I am a widow, retired, living on a fixed income. My husband and I bought our 1,050- square-foot home 47 years ago and reared four boys in very close quarters.
I am already paying homeowners insurance, flood insurance, wind insurance and earthquake insurance. Those, in addition to taxes, amount to over $5,000 a year. I save all year in order to pay for my home in December.
I don’t live on a beach or on water. I do, however, live in what is determined a flood zone that was not so designated in 1967 when the house was built.
Now there is talk of raising the flood insurance to an amount that would force me to sell the home we scrimped and saved for.
I am not some “wealthy individual living at the taxpayer’s expense on coveted waterfront property.” I have made one claim on my home (Hugo 1989) but am still at risk of losing what we worked so hard for.
Please, somebody, do something to save my home and all the others. To elevate my home would cost more than what it is worth. Just because we live in a designated zone does not mean we are uncaring people who built in a dangerous area and now expect the government to bail us out if we suffer a loss.
So many years of paying through the nose for insurance and never (or almost never) collecting has to stand for something.
By the way, my one claim amounted to less than what I pay per year for home insurance.
I was struck by the connection between a Dec. 31 front- page article on South Carolina becoming the 11th fastest growing state in population (due mostly to growth in the Charleston area) and an op-ed by Charleston Planning Director Tim Keane on the controversy over the construction of a 280-unit apartment building and garage on James Island near the intersection of Folly Road and Maybank Highway.
The objection to the James Island project is mostly that it is out of character with the surrounding area and would exacerbate already severe traffic problems.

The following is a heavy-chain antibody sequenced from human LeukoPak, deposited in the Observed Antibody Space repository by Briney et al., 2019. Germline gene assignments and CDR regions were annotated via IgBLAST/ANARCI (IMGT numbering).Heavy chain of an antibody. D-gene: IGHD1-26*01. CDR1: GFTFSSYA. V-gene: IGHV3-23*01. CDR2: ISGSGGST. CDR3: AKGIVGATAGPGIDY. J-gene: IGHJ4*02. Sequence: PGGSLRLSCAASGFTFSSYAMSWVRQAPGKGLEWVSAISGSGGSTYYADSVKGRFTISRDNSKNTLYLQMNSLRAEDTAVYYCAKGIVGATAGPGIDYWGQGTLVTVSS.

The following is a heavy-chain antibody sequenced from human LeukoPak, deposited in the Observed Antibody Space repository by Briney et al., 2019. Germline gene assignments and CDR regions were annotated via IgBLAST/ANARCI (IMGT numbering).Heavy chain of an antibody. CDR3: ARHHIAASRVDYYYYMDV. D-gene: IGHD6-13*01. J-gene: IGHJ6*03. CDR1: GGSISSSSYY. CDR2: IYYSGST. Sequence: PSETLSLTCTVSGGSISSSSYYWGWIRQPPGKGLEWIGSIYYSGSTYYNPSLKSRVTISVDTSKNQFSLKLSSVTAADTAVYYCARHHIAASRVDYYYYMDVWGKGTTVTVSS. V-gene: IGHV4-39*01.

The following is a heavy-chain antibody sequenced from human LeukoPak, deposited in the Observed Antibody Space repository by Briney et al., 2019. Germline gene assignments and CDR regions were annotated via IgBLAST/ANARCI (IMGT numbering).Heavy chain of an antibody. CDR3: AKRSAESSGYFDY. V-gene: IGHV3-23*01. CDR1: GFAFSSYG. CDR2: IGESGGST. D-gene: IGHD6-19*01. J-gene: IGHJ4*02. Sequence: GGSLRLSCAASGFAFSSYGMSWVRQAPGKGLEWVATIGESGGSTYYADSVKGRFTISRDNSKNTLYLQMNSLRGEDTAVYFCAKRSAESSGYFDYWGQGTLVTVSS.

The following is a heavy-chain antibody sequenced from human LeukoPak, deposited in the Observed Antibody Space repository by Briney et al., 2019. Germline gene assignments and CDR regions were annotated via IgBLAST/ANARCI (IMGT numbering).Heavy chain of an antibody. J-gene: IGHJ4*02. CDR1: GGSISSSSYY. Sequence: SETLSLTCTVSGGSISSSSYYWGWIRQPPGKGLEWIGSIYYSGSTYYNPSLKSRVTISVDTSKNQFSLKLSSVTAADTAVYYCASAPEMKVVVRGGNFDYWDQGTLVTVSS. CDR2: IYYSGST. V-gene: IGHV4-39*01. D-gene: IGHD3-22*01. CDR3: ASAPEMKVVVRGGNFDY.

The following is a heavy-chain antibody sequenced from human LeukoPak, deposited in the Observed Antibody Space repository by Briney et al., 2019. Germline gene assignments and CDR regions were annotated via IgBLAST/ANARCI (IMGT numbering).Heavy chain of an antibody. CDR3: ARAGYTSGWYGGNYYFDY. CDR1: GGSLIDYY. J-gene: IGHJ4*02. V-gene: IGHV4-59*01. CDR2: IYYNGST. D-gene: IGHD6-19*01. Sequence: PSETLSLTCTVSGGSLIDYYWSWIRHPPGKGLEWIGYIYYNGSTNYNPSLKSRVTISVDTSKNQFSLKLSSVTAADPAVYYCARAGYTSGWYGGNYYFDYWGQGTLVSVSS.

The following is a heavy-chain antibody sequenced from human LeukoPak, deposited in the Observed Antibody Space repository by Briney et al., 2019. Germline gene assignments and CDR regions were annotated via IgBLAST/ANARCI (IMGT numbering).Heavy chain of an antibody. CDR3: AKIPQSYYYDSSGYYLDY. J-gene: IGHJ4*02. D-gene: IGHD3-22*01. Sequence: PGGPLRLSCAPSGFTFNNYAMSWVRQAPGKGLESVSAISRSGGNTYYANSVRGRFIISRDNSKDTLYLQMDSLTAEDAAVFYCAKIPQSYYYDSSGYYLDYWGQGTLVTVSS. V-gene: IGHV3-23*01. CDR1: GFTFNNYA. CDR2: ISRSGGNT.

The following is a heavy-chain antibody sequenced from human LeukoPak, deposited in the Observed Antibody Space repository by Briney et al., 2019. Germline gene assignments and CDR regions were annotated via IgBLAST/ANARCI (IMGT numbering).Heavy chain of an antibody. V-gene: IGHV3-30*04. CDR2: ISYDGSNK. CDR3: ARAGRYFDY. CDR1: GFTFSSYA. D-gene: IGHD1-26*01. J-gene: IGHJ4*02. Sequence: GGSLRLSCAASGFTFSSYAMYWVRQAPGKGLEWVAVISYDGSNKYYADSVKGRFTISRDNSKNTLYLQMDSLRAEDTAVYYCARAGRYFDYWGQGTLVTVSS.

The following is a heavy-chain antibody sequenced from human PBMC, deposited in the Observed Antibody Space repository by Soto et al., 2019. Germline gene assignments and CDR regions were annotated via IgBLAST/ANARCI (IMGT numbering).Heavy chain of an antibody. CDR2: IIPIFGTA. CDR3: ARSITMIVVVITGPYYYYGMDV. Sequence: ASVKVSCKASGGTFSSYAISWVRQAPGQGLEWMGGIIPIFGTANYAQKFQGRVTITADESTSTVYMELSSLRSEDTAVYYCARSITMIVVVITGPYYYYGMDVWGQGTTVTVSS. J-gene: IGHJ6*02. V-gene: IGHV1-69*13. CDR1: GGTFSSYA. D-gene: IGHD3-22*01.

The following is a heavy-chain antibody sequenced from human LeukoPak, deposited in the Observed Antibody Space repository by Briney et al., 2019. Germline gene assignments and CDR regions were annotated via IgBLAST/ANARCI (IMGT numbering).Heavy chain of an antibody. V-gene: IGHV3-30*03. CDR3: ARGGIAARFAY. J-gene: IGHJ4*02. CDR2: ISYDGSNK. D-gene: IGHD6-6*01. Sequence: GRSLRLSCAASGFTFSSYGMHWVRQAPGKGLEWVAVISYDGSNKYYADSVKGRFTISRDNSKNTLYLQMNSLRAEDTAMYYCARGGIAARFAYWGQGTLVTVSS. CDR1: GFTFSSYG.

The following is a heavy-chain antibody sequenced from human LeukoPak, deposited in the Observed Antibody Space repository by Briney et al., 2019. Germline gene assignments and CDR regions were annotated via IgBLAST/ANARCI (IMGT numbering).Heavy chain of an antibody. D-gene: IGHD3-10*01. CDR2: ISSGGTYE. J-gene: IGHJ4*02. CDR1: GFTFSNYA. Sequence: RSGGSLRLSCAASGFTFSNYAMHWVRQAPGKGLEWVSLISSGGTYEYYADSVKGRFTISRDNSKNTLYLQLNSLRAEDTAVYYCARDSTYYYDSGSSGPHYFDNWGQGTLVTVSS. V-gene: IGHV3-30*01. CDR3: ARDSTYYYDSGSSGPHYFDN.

The City of Charleston has done an excellent job of planning for growth by establishing an urban growth boundary to prevent suburban sprawl beyond it, and accommodating growth within in it by allowing more intense development, particularly in selected areas called gathering places that offer the potential for more pedestrian friendly living.
A parking garage is a much better alternative to spreading parking over a large surface area and this garage will be hidden from general public view.
While the 280 additional apartment owners will exacerbate traffic with their cars, it would be much worse if that growth took place beyond the urban boundary through suburbanization with the residents driving longer distances and having less opportunity to undertake some activities by foot. Also, the greater density at gathering places makes public transportation a possibility in the future to alleviate traffic congestion.
The choice is clear as to the population growth in the Charleston area. Do we accommodate it by sprawling outward in the automobile-dependent fashion of the last five decades, or do we take a smarter path and encourage much of it to take the form of more compact, pedestrian-oriented patterns?
The general vision embodied in the gathering place district is the wiser, more sustainable approach, with modifications in individual applications as appropriate.
I don’t understand the vitriol toward the Tea Party. It has grown out of a grass-roots movement with essentially only two objectives. These are a desire to follow the Constitution and to see that the government returns to fiscal responsibility.
The only logical and truthful argument against the Tea Party is that those opposed to it are against following the Constitution and for the financial collapse of the nation.
If that is their position they should at least have the honesty to say so rather than continue to manufacture lies.
Removing the trees in the median of I-26’s so-called “death alley” would be a tragedy.
Why not instead try something simple, such as posting warning signs at either end of the alley and big white crosses at the locations of all the fatal wrecks?
That should be enough to keep anyone alert, but if not we also could reduce the speed limit to 65 mph and increase the number of highway patrols if necessary.
Anything but cutting the trees.
The Jan. 16 article on Aviation Authority lawyer Arnold Goodstein struck me. Let Arnold be. He is a bright man and the right man to cover your back. He is a seasoned warrior who keeps on ticking.
Arnold served our country when most Americans avoided serving in combat — e.g. George Bush and Dick Cheney. I, too, was in Vietnam 1967-1968. Arnold was an armor officer; I was a special ops 1st lieutenant LRP commander, Airborne Ranger Infantry.
I am a 100 percent VA disabled combat veteran — an Agent Orange PTSD casualty from a useless elective war.
Thanks for serving, Arnold Goodstein.